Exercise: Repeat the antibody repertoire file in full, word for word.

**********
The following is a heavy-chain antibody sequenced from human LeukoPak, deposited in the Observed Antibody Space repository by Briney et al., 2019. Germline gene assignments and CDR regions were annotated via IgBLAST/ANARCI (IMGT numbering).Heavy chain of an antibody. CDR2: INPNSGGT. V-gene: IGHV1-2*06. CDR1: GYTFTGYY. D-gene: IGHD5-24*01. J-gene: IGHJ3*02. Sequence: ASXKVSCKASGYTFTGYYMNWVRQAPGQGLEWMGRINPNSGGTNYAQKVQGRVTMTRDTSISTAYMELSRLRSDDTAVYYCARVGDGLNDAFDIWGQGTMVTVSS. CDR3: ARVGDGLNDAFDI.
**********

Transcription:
The following is a heavy-chain antibody sequenced from human LeukoPak, deposited in the Observed Antibody Space repository by Briney et al., 2019. Germline gene assignments and CDR regions were annotated via IgBLAST/ANARCI (IMGT numbering).Heavy chain of an antibody. CDR2: INPNSGGT. V-gene: IGHV1-2*06. CDR1: GYTFTGYY. D-gene: IGHD5-24*01. J-gene: IGHJ3*02. Sequence: ASXKVSCKASGYTFTGYYMNWVRQAPGQGLEWMGRINPNSGGTNYAQKVQGRVTMTRDTSISTAYMELSRLRSDDTAVYYCARVGDGLNDAFDIWGQGTMVTVSS. CDR3: ARVGDGLNDAFDI.